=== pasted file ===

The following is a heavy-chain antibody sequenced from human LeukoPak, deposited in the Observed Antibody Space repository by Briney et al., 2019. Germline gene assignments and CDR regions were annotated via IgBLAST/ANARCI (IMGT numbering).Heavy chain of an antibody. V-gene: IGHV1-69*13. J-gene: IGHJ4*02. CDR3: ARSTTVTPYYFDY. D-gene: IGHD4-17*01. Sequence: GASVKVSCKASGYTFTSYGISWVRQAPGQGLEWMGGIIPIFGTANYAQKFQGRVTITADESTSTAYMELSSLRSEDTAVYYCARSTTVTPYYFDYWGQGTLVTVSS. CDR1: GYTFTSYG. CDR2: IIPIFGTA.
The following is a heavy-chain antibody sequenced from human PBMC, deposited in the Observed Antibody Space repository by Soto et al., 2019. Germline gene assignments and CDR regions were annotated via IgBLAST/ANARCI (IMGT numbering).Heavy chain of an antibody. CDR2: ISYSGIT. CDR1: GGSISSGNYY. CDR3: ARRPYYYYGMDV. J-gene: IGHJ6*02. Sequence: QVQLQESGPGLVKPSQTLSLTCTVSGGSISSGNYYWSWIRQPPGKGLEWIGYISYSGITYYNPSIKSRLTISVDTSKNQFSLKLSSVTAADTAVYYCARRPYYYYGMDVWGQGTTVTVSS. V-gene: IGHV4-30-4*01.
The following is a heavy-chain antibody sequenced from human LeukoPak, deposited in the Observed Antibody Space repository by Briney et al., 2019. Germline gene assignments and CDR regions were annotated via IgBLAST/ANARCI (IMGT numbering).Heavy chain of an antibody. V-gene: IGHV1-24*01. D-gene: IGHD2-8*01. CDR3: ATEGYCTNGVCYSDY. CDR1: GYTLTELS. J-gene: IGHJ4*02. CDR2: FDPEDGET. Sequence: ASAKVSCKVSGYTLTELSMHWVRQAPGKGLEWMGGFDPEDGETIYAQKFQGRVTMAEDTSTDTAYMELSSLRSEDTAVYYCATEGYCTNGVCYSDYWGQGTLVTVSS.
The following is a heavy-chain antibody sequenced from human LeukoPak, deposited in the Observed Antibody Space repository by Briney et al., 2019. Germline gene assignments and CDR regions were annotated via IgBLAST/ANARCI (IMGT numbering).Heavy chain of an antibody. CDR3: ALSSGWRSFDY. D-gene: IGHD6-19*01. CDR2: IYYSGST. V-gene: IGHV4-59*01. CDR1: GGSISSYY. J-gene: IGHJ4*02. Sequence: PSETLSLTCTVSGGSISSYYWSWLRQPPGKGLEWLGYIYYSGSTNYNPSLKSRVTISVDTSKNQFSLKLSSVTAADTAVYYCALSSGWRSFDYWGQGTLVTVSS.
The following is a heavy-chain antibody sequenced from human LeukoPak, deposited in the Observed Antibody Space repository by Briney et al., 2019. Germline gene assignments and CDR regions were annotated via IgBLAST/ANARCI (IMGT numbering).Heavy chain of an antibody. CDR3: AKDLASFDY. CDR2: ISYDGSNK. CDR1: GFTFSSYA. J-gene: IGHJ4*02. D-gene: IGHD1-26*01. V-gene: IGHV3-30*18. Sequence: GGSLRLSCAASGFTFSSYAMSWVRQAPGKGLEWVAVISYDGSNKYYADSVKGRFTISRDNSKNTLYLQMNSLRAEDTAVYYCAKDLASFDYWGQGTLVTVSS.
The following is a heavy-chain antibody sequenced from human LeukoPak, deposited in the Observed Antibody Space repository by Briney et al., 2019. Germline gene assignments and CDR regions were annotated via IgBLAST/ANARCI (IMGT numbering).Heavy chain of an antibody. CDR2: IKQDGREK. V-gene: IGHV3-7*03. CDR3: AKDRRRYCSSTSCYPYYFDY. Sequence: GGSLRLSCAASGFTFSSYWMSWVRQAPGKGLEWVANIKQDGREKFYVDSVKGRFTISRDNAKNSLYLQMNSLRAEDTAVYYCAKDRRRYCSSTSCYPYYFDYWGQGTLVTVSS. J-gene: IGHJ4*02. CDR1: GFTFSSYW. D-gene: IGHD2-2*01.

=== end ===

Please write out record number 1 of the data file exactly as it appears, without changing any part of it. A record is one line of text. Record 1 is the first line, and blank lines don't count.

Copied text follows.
The following is a heavy-chain antibody sequenced from human LeukoPak, deposited in the Observed Antibody Space repository by Briney et al., 2019. Germline gene assignments and CDR regions were annotated via IgBLAST/ANARCI (IMGT numbering).Heavy chain of an antibody. V-gene: IGHV1-69*13. J-gene: IGHJ4*02. CDR3: ARSTTVTPYYFDY. D-gene: IGHD4-17*01. Sequence: GASVKVSCKASGYTFTSYGISWVRQAPGQGLEWMGGIIPIFGTANYAQKFQGRVTITADESTSTAYMELSSLRSEDTAVYYCARSTTVTPYYFDYWGQGTLVTVSS. CDR1: GYTFTSYG. CDR2: IIPIFGTA.